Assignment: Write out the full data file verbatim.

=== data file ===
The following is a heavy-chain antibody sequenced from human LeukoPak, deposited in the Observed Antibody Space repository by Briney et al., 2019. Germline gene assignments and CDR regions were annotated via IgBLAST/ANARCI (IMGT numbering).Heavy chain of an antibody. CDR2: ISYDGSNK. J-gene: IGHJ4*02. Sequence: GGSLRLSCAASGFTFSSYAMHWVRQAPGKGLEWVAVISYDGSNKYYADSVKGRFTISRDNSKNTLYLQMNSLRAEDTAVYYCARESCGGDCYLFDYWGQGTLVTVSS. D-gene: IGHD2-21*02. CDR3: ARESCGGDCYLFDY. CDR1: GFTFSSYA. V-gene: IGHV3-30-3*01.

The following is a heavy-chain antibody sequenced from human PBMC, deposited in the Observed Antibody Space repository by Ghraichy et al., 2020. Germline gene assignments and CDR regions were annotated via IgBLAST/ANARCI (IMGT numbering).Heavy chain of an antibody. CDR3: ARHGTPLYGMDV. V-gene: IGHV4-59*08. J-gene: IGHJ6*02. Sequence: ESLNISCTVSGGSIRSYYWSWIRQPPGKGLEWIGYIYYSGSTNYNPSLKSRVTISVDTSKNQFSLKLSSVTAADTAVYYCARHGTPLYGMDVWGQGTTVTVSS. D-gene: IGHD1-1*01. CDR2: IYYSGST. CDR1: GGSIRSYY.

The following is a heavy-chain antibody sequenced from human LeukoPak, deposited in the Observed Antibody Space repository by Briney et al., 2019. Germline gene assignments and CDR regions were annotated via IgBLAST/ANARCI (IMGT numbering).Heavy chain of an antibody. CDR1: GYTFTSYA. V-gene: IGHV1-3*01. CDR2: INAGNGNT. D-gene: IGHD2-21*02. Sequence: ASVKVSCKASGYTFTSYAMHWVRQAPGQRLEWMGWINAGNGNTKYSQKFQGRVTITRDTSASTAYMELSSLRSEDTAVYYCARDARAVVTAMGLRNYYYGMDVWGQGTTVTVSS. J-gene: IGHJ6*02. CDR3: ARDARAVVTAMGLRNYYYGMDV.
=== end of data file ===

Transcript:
The following is a heavy-chain antibody sequenced from human LeukoPak, deposited in the Observed Antibody Space repository by Briney et al., 2019. Germline gene assignments and CDR regions were annotated via IgBLAST/ANARCI (IMGT numbering).Heavy chain of an antibody. CDR2: ISYDGSNK. J-gene: IGHJ4*02. Sequence: GGSLRLSCAASGFTFSSYAMHWVRQAPGKGLEWVAVISYDGSNKYYADSVKGRFTISRDNSKNTLYLQMNSLRAEDTAVYYCARESCGGDCYLFDYWGQGTLVTVSS. D-gene: IGHD2-21*02. CDR3: ARESCGGDCYLFDY. CDR1: GFTFSSYA. V-gene: IGHV3-30-3*01.

The following is a heavy-chain antibody sequenced from human PBMC, deposited in the Observed Antibody Space repository by Ghraichy et al., 2020. Germline gene assignments and CDR regions were annotated via IgBLAST/ANARCI (IMGT numbering).Heavy chain of an antibody. CDR3: ARHGTPLYGMDV. V-gene: IGHV4-59*08. J-gene: IGHJ6*02. Sequence: ESLNISCTVSGGSIRSYYWSWIRQPPGKGLEWIGYIYYSGSTNYNPSLKSRVTISVDTSKNQFSLKLSSVTAADTAVYYCARHGTPLYGMDVWGQGTTVTVSS. D-gene: IGHD1-1*01. CDR2: IYYSGST. CDR1: GGSIRSYY.

The following is a heavy-chain antibody sequenced from human LeukoPak, deposited in the Observed Antibody Space repository by Briney et al., 2019. Germline gene assignments and CDR regions were annotated via IgBLAST/ANARCI (IMGT numbering).Heavy chain of an antibody. CDR1: GYTFTSYA. V-gene: IGHV1-3*01. CDR2: INAGNGNT. D-gene: IGHD2-21*02. Sequence: ASVKVSCKASGYTFTSYAMHWVRQAPGQRLEWMGWINAGNGNTKYSQKFQGRVTITRDTSASTAYMELSSLRSEDTAVYYCARDARAVVTAMGLRNYYYGMDVWGQGTTVTVSS. J-gene: IGHJ6*02. CDR3: ARDARAVVTAMGLRNYYYGMDV.